I opened up my walls and there is this black (or brown) fiber board where I should see exterior sheathing… This generally leads most to ask; just what is it, followed up by, it has pulled away from the studs is there a way to fix it without tearing off the exterior siding. Oh wait, is this a good enough air / vapor barrier?
Just what it is:
Depending on where you live in the country – over the past 100 years it has gone by names like Celotex, Homosate, fiberboard, a nightmare… & the list goes on. It started off just like felt paper did, as an asphalt impregnated product but instead of being made from cloth or paper it was made with pressed fibers. The materials & methods of creating it have changed over the years and it is very popular for sound control, expansion joints, & roofing. For a while it was also a popular item for exterior wall sheathing but fortunately not to much anymore – now it is best to stick with real sheathing followed up with WRB, &/or Foam.
Fixing it from the Interior:
So while the best fix is to remove it all together from the exterior, in some cases you might not have that ability. For example in this case there is a block wall on the exterior. Pulling the 2×4 back in place is easy enough, but how about the fiberboard?
Trick #1 – drywall screws: Got a masonry wall behind the fiberboard, you can screw some rough thread drywall screws through to help push the board back in place. The catch is that if you use them to hold it in place it can rust out & you should only try this route as I said, if you have something solid behind it like brick or block – if you have aluminum or vinyl siding behind it you could drive through it and pull the material the wrong way.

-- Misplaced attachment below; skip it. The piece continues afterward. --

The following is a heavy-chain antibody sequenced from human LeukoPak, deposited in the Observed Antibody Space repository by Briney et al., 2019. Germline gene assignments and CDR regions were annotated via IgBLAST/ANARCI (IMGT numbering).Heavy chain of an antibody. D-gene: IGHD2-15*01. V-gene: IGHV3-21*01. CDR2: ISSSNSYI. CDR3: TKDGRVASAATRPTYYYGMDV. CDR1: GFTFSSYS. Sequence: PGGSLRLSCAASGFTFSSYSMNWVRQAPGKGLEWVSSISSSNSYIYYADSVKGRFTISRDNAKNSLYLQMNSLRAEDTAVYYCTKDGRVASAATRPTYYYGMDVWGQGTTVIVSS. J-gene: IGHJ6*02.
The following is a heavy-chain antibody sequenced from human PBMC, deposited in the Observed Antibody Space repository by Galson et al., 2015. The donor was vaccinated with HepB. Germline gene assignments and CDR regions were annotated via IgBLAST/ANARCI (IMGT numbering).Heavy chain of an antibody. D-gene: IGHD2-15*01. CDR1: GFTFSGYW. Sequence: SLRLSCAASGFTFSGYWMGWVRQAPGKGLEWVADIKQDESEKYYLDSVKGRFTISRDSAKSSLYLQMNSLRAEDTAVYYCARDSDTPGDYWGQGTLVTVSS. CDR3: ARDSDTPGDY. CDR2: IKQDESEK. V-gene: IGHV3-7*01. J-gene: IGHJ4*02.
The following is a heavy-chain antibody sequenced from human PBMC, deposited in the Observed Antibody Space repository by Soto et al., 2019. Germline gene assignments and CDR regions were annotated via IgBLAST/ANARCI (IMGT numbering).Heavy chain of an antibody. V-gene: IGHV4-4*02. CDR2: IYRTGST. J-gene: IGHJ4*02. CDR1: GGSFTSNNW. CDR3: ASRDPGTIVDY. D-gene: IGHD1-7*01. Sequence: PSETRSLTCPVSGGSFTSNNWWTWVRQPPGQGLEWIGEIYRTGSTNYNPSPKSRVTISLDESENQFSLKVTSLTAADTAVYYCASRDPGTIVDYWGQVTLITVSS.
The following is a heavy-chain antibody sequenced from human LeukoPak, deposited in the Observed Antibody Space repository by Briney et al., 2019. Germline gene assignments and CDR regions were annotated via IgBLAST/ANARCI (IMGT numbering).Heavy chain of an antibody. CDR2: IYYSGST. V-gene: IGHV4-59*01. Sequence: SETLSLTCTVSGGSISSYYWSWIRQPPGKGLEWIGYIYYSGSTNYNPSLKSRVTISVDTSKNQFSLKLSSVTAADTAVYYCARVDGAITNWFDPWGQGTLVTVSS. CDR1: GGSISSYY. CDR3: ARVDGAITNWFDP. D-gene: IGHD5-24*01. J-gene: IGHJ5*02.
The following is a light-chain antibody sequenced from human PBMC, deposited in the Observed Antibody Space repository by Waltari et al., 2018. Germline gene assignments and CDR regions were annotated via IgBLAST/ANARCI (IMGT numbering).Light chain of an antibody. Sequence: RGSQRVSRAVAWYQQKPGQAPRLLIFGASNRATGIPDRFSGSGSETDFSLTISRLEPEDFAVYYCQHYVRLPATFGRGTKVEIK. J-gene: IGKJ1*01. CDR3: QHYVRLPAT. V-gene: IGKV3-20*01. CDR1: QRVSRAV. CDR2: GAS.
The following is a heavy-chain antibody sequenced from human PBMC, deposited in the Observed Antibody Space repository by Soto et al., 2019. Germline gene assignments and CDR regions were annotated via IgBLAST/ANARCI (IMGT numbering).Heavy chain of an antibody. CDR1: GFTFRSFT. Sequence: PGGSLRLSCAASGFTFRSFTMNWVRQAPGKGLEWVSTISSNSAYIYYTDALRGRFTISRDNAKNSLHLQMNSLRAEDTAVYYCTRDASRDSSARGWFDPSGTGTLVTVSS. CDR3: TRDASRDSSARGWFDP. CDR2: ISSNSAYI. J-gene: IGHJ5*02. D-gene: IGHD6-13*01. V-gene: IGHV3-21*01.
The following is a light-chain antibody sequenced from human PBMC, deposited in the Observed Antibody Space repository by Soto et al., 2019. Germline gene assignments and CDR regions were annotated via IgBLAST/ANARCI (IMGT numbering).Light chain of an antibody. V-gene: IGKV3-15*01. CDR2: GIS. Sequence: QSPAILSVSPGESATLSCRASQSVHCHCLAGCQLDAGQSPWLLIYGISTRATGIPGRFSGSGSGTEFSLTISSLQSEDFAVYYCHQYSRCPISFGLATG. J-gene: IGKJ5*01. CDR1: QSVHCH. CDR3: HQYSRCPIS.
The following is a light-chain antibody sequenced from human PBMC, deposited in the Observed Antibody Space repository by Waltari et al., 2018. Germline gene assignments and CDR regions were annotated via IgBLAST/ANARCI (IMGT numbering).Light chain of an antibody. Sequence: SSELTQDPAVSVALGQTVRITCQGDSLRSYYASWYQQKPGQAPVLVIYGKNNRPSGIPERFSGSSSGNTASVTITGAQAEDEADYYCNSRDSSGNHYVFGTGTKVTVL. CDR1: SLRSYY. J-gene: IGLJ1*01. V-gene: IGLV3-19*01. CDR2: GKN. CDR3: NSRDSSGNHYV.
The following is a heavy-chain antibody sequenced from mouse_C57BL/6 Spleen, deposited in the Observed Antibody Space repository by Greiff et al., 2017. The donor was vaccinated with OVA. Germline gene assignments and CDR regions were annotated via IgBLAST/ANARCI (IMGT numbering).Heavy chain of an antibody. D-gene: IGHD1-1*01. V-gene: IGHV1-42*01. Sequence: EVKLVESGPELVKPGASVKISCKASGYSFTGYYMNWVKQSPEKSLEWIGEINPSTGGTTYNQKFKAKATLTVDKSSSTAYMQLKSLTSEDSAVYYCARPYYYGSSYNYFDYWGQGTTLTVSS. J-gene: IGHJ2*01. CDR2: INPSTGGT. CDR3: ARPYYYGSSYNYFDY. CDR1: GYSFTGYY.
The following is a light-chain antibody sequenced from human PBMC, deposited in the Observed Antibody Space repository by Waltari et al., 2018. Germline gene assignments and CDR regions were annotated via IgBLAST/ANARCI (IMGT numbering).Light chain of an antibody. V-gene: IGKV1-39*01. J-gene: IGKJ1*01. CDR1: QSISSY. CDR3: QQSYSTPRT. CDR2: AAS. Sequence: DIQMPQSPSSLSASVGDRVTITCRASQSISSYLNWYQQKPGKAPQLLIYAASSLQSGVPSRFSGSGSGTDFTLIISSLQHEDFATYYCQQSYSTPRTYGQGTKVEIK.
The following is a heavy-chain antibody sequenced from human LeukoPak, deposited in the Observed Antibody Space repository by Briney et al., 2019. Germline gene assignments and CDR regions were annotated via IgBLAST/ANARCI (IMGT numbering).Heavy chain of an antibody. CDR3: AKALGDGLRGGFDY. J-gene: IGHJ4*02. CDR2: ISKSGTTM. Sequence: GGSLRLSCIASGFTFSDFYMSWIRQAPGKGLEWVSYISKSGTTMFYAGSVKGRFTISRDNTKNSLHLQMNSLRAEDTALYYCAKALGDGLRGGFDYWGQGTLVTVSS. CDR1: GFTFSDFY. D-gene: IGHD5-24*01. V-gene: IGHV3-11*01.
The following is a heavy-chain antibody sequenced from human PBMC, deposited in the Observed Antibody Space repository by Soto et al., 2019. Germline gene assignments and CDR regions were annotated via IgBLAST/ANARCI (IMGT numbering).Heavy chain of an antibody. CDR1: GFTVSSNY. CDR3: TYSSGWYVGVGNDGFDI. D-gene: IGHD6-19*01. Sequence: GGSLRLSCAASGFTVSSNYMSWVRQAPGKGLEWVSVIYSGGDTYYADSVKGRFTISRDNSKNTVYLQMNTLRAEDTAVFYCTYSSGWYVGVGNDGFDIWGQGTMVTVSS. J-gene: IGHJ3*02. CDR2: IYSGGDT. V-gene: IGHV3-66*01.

Trick #2 – drywall anchors: Talk about a great way to not only pull the drywall back by pushing away from the material but if left in place there is no rust to worry about. Need to pull it in a little further insert the screw & carefully apply pressure.
Trick #3 – molly anchor: This generally will require one of the other methods above so you can insert one but it works great if you need a little more room to pull it tight (as you can see below). Want it to stay without leaving the bolt in, you could spray a little foam in it (masonry only).
Air / Water / Vapor Barrier worthy?
In short, do to it’s location in this case – yes for water & vapor. Beyond that it will never be a good air barrier & in other cases it will not be a good WRB. The good thing though, you can take care of many of those issues from the inside except for bulk water issues.
While one can choose many ways to insulate an assembly, you are getting into limited territory in this situation. Fiberglass insulation won’t stop air flow which allows for vapor movement – now if you can make that assembly air-tight on the top, bottom, and of course the interior, you might have a choice. Blown in cellulose – same as above but don’t try dense pack. The best method which I will be covering later is using foam board and sealing around the edges.